CMS reviews NHSN data weekly to identify nursing homes with low up-to-date vaccination rates and then deploys the QIOs to work with those nursing homes, said Anita Monteiro, director of CMS’s Quality Improvement and Innovations Group. “For instance, in the last five weeks of last year starting Nov. 26 through Dec. 30, … the QIOs set up 150 on-site clinics across the country, resulting in over 4,000 residents being vaccinated and over 1,300 staff being vaccinated.”

However, any nursing home can reach out to the QIOs for assistance, encouraged Monteiro. For example, the QIOs can help set up on-site clinics, distribute fact sheets and other educational materials, disseminate and explain information around therapeutics, improve vaccination confidence, work with local health departments to obtain licensed vaccine administration staff to assist in nursing homes, and conduct clinic or office hours with nursing homes to answer questions that may come up with the clinicians, the residents, and the staff.

In addition, F884 (Reporting—National Health Safety Network) was the No. 1 cited F-tag nationwide in calendar year 2022, according to QCOR (Quality, Certification, and Oversight Reports) data accessed on Jan. 7, 2023. The QIOs can help nursing homes understand how to use the NHSN system and improve the accuracy of their reporting, advised Monteiro. “The QIOs have assisted several hundred nursing homes with that request.”

Note: Some QIOs recently have hosted webinars on NHSN reporting, as well as providing tools to help nursing homes develop a strong reporting process. For example, the QIO Telligen offers the NHSN Reporting Continuity Tip Sheet, the eight-minute video “LTC—NHSN: How to Add a New User,” and other resources. In addition, many of the QIOs have established NHSN groups that providers can join to share anonymized data with their QIO for quality improvement purposes.

  1. Continue to follow testing and masking guidance

To help reduce the risk of COVID-19 transmission, nursing homes still must know their county community transmission level, advised Evan Shulman, director of the Division of Nursing Homes at CMS. “As a reminder for nursing homes, you should review the county community transmission level, which is different from the community levels used for the folks in the general community, and make sure that residents, staff, visitors, and others who come to the facility are aware of the level of your county and what to do because of that level.”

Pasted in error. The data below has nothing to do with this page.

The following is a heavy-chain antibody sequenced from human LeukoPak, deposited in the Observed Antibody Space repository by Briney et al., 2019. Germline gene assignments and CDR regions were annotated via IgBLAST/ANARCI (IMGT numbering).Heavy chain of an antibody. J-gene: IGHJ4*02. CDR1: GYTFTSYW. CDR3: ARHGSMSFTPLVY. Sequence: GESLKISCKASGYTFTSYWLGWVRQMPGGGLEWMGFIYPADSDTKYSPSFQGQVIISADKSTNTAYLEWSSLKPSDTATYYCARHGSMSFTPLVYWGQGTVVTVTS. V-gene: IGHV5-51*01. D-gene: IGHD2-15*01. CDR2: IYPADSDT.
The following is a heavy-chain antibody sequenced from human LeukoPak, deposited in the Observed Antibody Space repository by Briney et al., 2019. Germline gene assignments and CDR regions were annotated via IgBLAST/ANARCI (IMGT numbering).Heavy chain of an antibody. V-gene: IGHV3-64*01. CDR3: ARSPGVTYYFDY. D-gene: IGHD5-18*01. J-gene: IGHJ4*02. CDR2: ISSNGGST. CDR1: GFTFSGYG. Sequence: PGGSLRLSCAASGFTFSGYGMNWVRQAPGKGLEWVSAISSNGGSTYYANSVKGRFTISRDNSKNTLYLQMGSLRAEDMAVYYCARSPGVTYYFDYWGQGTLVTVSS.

Note: When obtaining county information at the COVID-19 Integrated County View page of the CDC’s COVID Data Tracker, providers must select “Community Transmission” in the Data Type section, not “COVID-19 Community Levels.”

Nursing homes also should continue to follow the testing and masking guidance from CMS and the CDC, said Shulman. “Remember, a lot of these recommendations are just the minimum that we recommend, but certainly the safer route is to go above and beyond the minimum.”

Current guidance includes the following:

  • CMS memo QSO-20-38-NH, revised on Sept. 23, 2022, provides guidance on testing residents and staff.
  • CMS memo QSO-20-39-NH, also revised on Sept. 23, 2022, provides visitation guidance, including guidance for face coverings and masks during visits.
  • CMS memo QSO-20-29-NH, issued on May 6, 2020, addresses COVID-19 reporting requirements to the NHSN, as well as to residents, their representatives, and their families.
  • The CDC COVID-19 Infection Control Guidance page provides detailed guidance on everything from personal protective equipment to testing, cohorting, and the duration of transmission-based precautions.

Note: For additional action steps, including how to improve air quality (e.g., by purchasing portable air cleaners with high-efficiency particulate air filters through CMS’s civil money penalty reinvestment program), see the White House’s Winter Playbook for Nursing Homes and Other Long-term Care Facilities to Manage COVID-19 and Protect Residents, Staff, and Visitors.

Topics: Accountable Care Organizations (ACOs) , Clinical , Facility management , Featured Articles , Infection control , Operations , Regulatory Compliance , Resident Care